It can be harder to find out whether your students are on task when you aren’t face-to-face— in fact, in the absence of in-person teaching we’ve noticed our partner schools relying more heavily than usual on the support provided by the Insights platform.
Have students submit a rough agenda of when they will work on each subject or assignment. If you are a Studyo partner, you can simply ask them to enter tasks for their assignments for the day/week and check for completion (here are some tips on doing that effectively).
Since Studyo is now free for individual use during the pandemic, you can ask any students using the platform to send screenshots of their weekly or daily view.
If not, they may need to send their plans as a separate document and update you on progress later. Either way, having a to-do list can give students direction outside of their usual academic environment.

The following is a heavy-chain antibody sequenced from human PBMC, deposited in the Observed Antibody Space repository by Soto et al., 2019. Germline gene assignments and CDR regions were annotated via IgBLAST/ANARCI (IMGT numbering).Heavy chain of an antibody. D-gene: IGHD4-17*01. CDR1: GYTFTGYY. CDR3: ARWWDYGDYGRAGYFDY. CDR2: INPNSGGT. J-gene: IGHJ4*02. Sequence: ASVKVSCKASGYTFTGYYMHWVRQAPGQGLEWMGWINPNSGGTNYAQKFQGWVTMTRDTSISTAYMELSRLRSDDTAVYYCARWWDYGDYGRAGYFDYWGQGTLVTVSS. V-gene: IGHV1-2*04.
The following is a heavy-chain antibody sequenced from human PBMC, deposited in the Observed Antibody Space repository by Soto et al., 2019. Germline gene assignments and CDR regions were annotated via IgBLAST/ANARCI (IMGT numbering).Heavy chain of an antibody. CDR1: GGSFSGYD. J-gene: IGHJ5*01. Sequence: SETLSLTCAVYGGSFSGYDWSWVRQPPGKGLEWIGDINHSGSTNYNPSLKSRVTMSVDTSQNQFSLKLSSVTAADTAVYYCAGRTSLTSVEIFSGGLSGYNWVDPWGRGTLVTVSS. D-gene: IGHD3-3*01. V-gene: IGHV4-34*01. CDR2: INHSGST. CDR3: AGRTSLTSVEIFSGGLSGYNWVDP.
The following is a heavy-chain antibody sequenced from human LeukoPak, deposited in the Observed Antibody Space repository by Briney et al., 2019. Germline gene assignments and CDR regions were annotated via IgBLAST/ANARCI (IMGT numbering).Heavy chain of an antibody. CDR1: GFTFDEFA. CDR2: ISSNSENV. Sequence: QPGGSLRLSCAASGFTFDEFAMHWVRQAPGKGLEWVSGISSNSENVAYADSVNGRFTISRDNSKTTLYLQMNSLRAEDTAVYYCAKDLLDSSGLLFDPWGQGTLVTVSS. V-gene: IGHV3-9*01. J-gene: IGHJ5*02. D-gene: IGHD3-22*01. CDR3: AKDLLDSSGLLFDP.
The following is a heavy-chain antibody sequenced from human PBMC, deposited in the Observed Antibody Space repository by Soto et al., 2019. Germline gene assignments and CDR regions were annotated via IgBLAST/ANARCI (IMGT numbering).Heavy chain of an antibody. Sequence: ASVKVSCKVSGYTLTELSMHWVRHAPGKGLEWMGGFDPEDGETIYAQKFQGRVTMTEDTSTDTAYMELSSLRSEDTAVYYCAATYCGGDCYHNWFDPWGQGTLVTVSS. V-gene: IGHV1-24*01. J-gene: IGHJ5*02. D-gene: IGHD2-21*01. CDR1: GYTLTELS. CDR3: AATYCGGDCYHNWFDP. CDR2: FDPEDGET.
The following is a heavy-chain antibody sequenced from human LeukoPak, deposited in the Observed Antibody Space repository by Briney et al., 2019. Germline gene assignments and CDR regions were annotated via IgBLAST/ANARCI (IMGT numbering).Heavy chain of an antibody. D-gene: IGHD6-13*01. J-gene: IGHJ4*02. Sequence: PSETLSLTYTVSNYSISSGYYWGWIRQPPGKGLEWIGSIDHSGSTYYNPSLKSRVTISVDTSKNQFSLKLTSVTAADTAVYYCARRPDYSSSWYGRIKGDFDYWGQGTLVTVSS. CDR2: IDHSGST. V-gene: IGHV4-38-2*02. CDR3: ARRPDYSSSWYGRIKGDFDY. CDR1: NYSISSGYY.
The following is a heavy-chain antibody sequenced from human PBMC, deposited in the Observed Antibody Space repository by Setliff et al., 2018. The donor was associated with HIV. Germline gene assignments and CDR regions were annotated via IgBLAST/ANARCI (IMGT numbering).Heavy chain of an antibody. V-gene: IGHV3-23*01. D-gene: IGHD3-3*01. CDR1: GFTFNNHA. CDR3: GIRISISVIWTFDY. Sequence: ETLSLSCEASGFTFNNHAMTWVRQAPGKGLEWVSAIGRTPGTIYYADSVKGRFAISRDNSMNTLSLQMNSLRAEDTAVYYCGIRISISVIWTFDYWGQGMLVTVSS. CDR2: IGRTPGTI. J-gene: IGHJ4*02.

Going back to point 3: gently check in with students who aren’t completing their objectives. Maybe Mary hasn’t handed anything in, but after calling her mom you find she’s the only person who can watch three kids under 10. Maybe Jen just needs more help with her executive functioning skills. Each situation is different, so be prepared to remain flexible but fair.
Trust yourself to help.
As we work to flatten the curve, I have to say: to all the educators who are working tirelessly to make these difficult decisions and ease the transition to temporary distance learning, thank you!
The virus is unprecedented, but so is the response— the teaching community far and wide is working hard to provide emergency education measures at very short notice, and the passion is hard to miss. I know, dear reader, that you, your colleagues, and your students will come out of this stronger on the other end.
Stay safe and healthy, folks.